2. Yet Another Sandwich. I really love toasted sandwiches. This is a simple open-faced one: Slice a rosemary roll in half. (Or some other herbed roll would work.) Cover each half with sliced tomato and mozzarella. Put on foiled tray in toaster oven and toast as desired.

3. Macaroni and Cheese, Only Easier. You need a tomato, some fusilli, and some good cheddar cheese--I used Cabot extra sharp cheddar. It should be at least room-temperature and slightly soft. Thickly slice a tomato--like, really thick slices or wedges. Heat oven to 375. Cover a baking tray with foil, put the tomato wodges on it, put it in the oven. Cook fusilli. Dice cheese. When fusilli is cooked, drain it, mix in the cheese cubes, and top with the roasted tomato. Oh, this is so yummy. Admittedly, it's lazier than for-real macaroni and cheese, but... mmmmmmm.
POETRY WEDNESDAY: Better Extraordinarily Late Than Extraordinarily Never edition.
A Road in Kentucky
Robert Hayden

And when that ballad lady went
to ease the lover whose life she broke,
oh surely this is the road she took,
road all hackled through barberry fire,
through cedar and alder and sumac and thorn.

Red clay stained her flounces
and stones cut her shoes
and the road twisted on to his loveless house
and his cornfield dying
in the scarecrow's arms.

And when she had left her lover lying
so stark and so stark, with the Star-of-Hope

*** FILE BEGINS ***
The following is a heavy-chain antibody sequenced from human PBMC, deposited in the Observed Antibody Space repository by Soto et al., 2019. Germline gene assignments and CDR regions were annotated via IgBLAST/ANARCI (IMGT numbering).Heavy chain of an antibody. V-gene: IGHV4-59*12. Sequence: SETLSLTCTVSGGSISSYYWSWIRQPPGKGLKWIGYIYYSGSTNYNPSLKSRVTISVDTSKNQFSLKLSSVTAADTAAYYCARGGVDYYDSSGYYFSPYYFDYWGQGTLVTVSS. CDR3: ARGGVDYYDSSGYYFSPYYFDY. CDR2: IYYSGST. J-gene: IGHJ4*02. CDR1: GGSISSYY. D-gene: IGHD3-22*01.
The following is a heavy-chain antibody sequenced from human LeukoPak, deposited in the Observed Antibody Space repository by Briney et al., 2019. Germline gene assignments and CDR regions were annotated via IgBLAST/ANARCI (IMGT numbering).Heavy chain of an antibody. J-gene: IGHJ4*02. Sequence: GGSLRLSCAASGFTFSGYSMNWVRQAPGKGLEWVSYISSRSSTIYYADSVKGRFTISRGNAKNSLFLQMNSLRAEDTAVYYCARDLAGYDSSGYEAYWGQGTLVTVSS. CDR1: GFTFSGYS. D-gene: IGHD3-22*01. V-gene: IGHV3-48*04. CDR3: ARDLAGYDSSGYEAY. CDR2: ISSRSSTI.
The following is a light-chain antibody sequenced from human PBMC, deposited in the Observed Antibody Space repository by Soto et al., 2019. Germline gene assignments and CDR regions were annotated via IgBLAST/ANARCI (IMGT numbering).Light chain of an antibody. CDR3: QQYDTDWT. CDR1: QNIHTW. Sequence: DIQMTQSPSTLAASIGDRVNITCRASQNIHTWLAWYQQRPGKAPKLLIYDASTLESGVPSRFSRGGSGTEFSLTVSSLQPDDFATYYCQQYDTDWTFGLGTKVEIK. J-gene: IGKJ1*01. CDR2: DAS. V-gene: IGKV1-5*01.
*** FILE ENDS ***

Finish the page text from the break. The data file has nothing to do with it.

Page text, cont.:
drawn over his eyes, oh this is the road
that lady walked in the cawing light,
so dark and so dark in the briary light.

via Angevin2

Monday, April 17, 2006

I wish I was him, he gets the girls at his feet
(with all his cool friends)
he gets his blogwatch for free
I wish I was him
He has no enemies
I wish I was him...

Um... if I can think of interesting Lenten/Easter reflections, I'll post them. For the moment I want to get these links up. This thing I wrote a couple years ago is doubtless better than whatever I'd come up with right now.

Cacciaguida: A Cacciason is coming home from Iraq. Wonderful news. We are so grateful for his service.

Claw of the Conciliator: What is Toad, that his friends should be mindful of him? Lovely post on Christianity and individuality.

Colby Cosh: "So that's what the logo at upper left is for: it gives me an excuse to do a roundup of the world English-language press four or five times a week and drop it here on the site. (A no-prize** goes to the first overeducated person who can identify the semiotic significance of the logo.) Don't be afraid to send clippings, ideas for sources, or other suggestions." Lots of interesting links so far, including this on indentured servants in Israel (the US has them too)--"According to a study by the American Civil Liberties Union in Berkeley, California, trafficking for purposes of slavery in households is in second place in terms of the number of people involved, after trafficking for prostitution"--and this on a ban on fish sales in Kenya--"In Kenya omena is more important that human beings."